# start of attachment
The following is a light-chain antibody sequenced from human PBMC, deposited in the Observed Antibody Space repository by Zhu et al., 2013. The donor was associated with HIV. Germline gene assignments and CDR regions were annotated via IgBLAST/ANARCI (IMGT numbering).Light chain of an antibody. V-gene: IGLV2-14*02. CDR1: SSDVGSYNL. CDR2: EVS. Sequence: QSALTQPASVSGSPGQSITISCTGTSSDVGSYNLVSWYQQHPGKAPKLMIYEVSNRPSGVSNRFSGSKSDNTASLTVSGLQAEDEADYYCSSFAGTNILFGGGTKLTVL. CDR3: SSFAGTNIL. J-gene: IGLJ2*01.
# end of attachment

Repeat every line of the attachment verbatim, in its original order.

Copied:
The following is a light-chain antibody sequenced from human PBMC, deposited in the Observed Antibody Space repository by Zhu et al., 2013. The donor was associated with HIV. Germline gene assignments and CDR regions were annotated via IgBLAST/ANARCI (IMGT numbering).Light chain of an antibody. V-gene: IGLV2-14*02. CDR1: SSDVGSYNL. CDR2: EVS. Sequence: QSALTQPASVSGSPGQSITISCTGTSSDVGSYNLVSWYQQHPGKAPKLMIYEVSNRPSGVSNRFSGSKSDNTASLTVSGLQAEDEADYYCSSFAGTNILFGGGTKLTVL. CDR3: SSFAGTNIL. J-gene: IGLJ2*01.